Ayaan Hirsi Ali and the British conservative writer Douglas Murray often favorably review each other’s work, a significant portion of which, in Murray’s case, is spent hyperventilating about Muslims and immigration. She appears as his debating partner to argue that Islam is not a religion of peace, while he has called contemporary Muslim faith “a creed of Islamic fascism—a malignant fundamentalism, woken from the dark ages to assault us here and now.” In 2016, at the National Secular Society conference in the UK, Nawaz also shared a platform with Murray, who has consistently argued that “all immigration from Muslim countries must stop.” In August, Nawaz will be on another panel with Murray in Sydney, Australia. The Canadian academic and provocateur Jordan Peterson has called Ali “a feminist icon,” and has declared his support for Nawaz’s SPLC lawsuit. In turn, Nawaz regularly defends Peterson against criticism from women who object that his preaching of the virtues of “enforced monogamy” amounts to approving domestic violence. The Quilliam Foundation’s fundraising has also raised eyebrows; the organization has reportedly received over a million dollars from the US-based John Templeton Foundation, a group with ties to Tea Party conservatives and the Christian right. Senator Ted Cruz’s campaign chairman in the 2016 Republican primaries, Chad Sweet, also sat on Quilliam’s US board.
But how does one stay on the right side of the fight—rightly denouncing abuses committed in the name of Islam, such as honor killings, female genital mutilation, or the death sentence for blasphemy and apostasy—without giving ground to those who want to make those abuses about a religion or a people in a defining, essentialist way? And how does one manage this without falling into the traps of apologia or cowardice?
Granted, it is a challenging thing in this world to be a Muslim reformer. The faith has no papal-style institution or single central authority on which reformist activists can focus their efforts, and the diffuse and diverse nature of Muslim experience renders any single effort inchoate. Lately, moreover, the ranks of vocal critics of Islam within the faith itself have been depleted as the demands of combatting the external threat of anti-Muslim prejudice have come to seem more pressing. A bunker mentality has set in. And then there is a certain orthodoxy demanded by some quarters on the left. The listing of Maajid Nawaz by the Southern Poverty Law Center is a case in point: it was a sloppy designation that collapsed him and Ali into the same category; while it can be argued that Ali’s pugnacious statements on Islam and Muslims justified such a classification, it is harder to do so with Nawaz. One of the reasons cited for Nawaz’s listing by the SPLC is that he argued for the banning of the face veil under certain conditions. This is an illiberal position, but not an “extreme” one.
But the answer to those questions is that it’s not that hard to be a critical friend. Some achieve the status of native informant, but no one really has it thrust upon them—without their accepting it. Several Muslim and Arab activists have faced similar abuse (from progressives and from Muslim voices), yet made different choices. The writer and activist Mona Eltahawy, for example, has been attacked by some on the postcolonial left as a native informant because she adopts an uncompromising universalist position on women’s rights, which sometimes leads her to criticize “her people.” In response to an essay she wrote in Foreign Policy, “Why Do They Hate Us,” in which she argued that Arab men hate women, she was denounced for feeding Western stereotypes. Yet she has remained undiverted from her cause, the feminist fight against Arab patriarchy, without falling into the arms of the anti-Muslim right. Ed Husain, Nawaz’s co-founder of Quilliam, is now a fellow at the Council of Foreign Relations where his career has taken a more scholarly route; he is an equally strong critic of extremism and intolerance in Islam and of the West’s misunderstanding of the Muslim world. Maryam Namazie, a high-profile British-Iranian secularist and spokeswoman for the Council of Ex-Muslims of Britain, was a co-signatory, with Ayaan Hirsi Ali, of an open letter declaring that “After having overcome fascism, Nazism, and Stalinism, the world now faces a new global totalitarian threat: Islamism,” but she, too, is more discriminating about her political bedfellows than Ali appears to be.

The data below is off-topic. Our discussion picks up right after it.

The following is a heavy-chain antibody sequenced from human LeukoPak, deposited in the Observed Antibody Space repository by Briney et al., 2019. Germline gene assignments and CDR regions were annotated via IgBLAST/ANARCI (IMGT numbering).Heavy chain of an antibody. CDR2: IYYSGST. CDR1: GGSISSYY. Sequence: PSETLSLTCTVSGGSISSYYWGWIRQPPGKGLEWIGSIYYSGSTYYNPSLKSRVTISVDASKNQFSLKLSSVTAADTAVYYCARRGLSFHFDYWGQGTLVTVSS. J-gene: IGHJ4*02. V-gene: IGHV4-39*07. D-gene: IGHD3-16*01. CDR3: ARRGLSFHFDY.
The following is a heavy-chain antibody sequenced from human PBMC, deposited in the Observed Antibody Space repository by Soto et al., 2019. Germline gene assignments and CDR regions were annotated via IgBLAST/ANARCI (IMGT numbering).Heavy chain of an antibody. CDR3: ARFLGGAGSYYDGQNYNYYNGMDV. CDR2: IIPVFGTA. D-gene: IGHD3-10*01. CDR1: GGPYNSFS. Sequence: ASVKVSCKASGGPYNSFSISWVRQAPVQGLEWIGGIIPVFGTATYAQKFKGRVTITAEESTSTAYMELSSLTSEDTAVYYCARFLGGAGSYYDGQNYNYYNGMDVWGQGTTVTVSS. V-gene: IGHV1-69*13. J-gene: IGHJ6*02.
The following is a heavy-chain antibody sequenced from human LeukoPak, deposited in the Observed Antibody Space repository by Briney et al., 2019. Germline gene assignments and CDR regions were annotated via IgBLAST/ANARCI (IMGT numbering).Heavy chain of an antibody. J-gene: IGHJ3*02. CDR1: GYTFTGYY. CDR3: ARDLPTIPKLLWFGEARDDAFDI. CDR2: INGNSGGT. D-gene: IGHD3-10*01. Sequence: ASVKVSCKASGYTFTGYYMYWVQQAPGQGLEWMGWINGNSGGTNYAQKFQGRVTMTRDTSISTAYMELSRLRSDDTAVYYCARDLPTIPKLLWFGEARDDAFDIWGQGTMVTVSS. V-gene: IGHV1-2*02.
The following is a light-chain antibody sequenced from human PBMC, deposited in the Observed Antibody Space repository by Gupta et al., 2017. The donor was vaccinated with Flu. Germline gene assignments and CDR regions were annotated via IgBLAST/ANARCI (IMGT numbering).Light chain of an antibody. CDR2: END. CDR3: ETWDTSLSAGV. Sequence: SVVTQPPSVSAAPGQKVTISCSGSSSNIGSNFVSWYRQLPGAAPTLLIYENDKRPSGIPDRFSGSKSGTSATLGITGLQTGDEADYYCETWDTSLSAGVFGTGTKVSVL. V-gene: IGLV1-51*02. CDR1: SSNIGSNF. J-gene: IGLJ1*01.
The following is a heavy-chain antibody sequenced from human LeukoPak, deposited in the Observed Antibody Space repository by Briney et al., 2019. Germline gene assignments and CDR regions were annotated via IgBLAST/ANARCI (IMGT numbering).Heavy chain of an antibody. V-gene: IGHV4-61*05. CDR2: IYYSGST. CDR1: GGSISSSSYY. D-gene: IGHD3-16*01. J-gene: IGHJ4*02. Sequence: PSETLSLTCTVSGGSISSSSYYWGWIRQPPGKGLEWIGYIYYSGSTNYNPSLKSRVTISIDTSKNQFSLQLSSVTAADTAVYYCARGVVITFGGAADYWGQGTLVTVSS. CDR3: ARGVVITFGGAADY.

What accounts for the difference between these other examplars and Ali and Nawaz seems to be the latters’ inability to separate their cause from their sense of slight or personal grievance. Their resentments toward the left derive in part from the intensifying culture wars, especially in the US, and in part from a sense of betrayal at not being embraced by those they might have assumed would be their natural allies. (“You were supposed to stand up for us, not intimidate us,” Nawaz wrote of the SPLC in The Daily Beast). This has put both Ali and Nawaz in a strange place, from which they argue that their “native” experience should take precedence over all other liberal or progressive positions, at the same time as they claim that their affinity with the right-wing pundits, neo-conservatives, or habitués of the Intellectual Dark Web has nothing to do with the Islam-insider perspective they bring. So they argue against “the bigotry of low expectations” in one breath, yet in the next deploy gender and skin color to deflect criticism. In a 2017 New York Times op-ed, Ali wrote: